In his previous film, writer-director Paul Weitz (About a Boy, Grandma) ventured into grief and how to rekindle friendships and eventually find closure in the Netflix comedy-drama titled Fatherhood. With Moving On, he’s transitioned from Kevin Hart playing a widowed father to finding some deadpan hilarity with the on-screen pairing of Jane Fonda and Lily Tomlin, who are fresh off seven seasons of Grace and Frankie and the sports comedy 80 For Brady. It appears to be a winning move to pair Jane Fonda and Lily Tomlin together, they still have first-rate on-screen charisma, and it’s rewarding to see living icons still being active and having roles written for them. The film is short, just under 90 minutes, but the film is a sharp, heartfelt look at two old friends who know their years are numbered as they grow older, reconnecting and trying to find closure on the past traumas that carry in their consciousness all these years later.
Weitz was an Oscar nominated writer for the adapted screenplay, with his brother Chris Weitz, in the Nicholas Sparks adaptation of About a Boy (2002), which also received a BAFTA nomination. While he hasn’t been nominated for an Oscar nomination since, he has garnered some high acclaim for such films as In Good Company and Grandma. While he bounces between directing studio films and directing his own screenplays, which often have a fraction of the budgets of the studio films, Weitz approaches each project with intelligence, maturity, and witty humor. It’s a huge transition from his directorial debut, the raunchy but amusing teenage sex-comedy American Pie. While Moving On is far from a perfect movie, it’s rather a slight film, but Weitz’s writing hasn’t faltered.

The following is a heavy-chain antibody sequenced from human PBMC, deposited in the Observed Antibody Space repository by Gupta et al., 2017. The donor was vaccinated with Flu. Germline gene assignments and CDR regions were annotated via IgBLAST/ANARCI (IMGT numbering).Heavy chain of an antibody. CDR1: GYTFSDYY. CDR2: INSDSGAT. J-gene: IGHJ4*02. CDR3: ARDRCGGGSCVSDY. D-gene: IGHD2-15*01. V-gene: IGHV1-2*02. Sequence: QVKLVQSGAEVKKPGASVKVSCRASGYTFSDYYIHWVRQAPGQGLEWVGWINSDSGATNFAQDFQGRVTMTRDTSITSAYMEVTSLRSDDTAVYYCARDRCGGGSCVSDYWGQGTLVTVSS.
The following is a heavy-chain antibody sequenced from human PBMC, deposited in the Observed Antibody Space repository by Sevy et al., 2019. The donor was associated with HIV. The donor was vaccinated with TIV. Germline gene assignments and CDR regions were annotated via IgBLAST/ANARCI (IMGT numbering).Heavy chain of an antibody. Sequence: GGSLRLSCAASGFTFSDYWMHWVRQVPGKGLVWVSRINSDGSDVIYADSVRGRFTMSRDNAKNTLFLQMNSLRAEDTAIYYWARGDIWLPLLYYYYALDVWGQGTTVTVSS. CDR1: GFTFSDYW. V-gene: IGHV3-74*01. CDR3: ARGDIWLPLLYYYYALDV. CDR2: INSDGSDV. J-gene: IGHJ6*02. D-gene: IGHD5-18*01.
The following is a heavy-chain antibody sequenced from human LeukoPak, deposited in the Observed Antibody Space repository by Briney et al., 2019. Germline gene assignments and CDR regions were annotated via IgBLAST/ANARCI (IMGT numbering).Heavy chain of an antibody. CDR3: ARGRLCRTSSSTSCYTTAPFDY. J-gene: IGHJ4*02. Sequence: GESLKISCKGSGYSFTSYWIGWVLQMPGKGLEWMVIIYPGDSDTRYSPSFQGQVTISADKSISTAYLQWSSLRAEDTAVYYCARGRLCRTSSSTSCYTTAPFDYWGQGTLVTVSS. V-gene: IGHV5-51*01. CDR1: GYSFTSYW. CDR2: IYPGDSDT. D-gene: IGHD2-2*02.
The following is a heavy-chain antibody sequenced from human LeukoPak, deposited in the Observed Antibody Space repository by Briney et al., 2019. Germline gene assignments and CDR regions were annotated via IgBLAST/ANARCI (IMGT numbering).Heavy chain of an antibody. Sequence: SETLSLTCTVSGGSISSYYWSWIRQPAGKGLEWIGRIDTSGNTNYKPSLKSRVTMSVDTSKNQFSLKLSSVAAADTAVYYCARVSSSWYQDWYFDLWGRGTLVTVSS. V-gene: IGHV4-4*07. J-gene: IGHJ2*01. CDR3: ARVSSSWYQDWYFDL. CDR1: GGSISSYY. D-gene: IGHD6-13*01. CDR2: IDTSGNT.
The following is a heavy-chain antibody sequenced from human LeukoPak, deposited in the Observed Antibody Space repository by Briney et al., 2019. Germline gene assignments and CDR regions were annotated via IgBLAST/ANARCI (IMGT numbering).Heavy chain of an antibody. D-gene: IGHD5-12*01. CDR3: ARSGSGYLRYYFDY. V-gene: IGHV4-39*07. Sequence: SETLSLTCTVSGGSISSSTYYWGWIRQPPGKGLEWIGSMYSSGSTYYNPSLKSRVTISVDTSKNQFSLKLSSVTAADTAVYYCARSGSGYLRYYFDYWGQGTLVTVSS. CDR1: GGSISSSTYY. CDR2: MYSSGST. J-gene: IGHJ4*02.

Courtesy Roadhouse Pictures
Weitz’s thirteenth film merges dark comedy with some sheer poignancy, in which Weitz gives Fonda, Tomlin, and co-stars Malcolm McDowell and Richard Roundtree some elevated character depth that rises them out of the lazy caricatures that we have seen too often in film and television with senior citizen characters. The film opens with a funeral, where we see the cast of characters reconnecting for the first time in years. Claire (Fonda) is a grandmother to detached grandkids, who drops her dog off to her daughter as she drives from Ohio to California to attend the funeral of her longtime friend. Once she arrives, we sense tension between her and Howard (McDowell), the husband and widower of her old best friend, which she doesn’t offer her condolences to, but she does make a threat that she is going to kill him by the weekend.
Claire is vulnerable because of her past relationship with Howard, and she is equally traumatized by an incident that occurred 46 years ago between them. We know it’s traumatic because Claire remembers exactly how many years ago the incident took place and corrects Howard when he claims it’s only 45. We don’t know exactly what happened until the third act, which involves a very resonant scene. The only other person that Claire ever told about the incident with Evelyn (Tomlin). At the time of the event, she never told a friend about the event because she knew it would have jeopardized the marriage, and that the police would have questioned why Claire was alone with Howard at his house to begin with, it’s a tormented secret Claire has carried with her for nearly half of her life.
Courtesy Roadside Attractions